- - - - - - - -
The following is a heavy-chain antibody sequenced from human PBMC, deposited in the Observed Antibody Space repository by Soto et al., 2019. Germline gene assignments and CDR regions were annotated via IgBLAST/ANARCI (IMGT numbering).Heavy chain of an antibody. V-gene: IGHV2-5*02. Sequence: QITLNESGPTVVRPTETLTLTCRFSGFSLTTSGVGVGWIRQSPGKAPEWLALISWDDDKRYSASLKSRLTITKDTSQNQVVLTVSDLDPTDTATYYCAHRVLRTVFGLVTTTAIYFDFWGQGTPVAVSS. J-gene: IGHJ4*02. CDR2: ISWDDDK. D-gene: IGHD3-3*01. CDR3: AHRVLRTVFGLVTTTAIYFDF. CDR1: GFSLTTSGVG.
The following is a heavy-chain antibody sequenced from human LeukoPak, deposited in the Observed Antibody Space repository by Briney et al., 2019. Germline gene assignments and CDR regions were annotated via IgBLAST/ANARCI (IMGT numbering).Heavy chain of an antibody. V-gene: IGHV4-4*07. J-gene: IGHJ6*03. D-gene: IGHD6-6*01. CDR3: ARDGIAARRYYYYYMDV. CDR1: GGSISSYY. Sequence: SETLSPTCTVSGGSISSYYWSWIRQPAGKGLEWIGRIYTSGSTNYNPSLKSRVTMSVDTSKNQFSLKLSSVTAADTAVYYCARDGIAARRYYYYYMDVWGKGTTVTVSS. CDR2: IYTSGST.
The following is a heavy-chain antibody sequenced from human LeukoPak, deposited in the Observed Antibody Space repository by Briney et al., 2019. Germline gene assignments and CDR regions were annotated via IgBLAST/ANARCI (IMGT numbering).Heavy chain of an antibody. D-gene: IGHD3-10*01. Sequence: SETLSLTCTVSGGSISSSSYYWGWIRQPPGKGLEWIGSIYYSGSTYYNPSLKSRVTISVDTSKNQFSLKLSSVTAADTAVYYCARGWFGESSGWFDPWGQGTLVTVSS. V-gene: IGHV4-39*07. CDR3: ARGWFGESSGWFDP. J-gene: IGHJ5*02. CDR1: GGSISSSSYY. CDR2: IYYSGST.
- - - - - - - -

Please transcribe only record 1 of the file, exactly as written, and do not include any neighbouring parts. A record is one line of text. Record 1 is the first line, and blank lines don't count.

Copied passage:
The following is a heavy-chain antibody sequenced from human PBMC, deposited in the Observed Antibody Space repository by Soto et al., 2019. Germline gene assignments and CDR regions were annotated via IgBLAST/ANARCI (IMGT numbering).Heavy chain of an antibody. V-gene: IGHV2-5*02. Sequence: QITLNESGPTVVRPTETLTLTCRFSGFSLTTSGVGVGWIRQSPGKAPEWLALISWDDDKRYSASLKSRLTITKDTSQNQVVLTVSDLDPTDTATYYCAHRVLRTVFGLVTTTAIYFDFWGQGTPVAVSS. J-gene: IGHJ4*02. CDR2: ISWDDDK. D-gene: IGHD3-3*01. CDR3: AHRVLRTVFGLVTTTAIYFDF. CDR1: GFSLTTSGVG.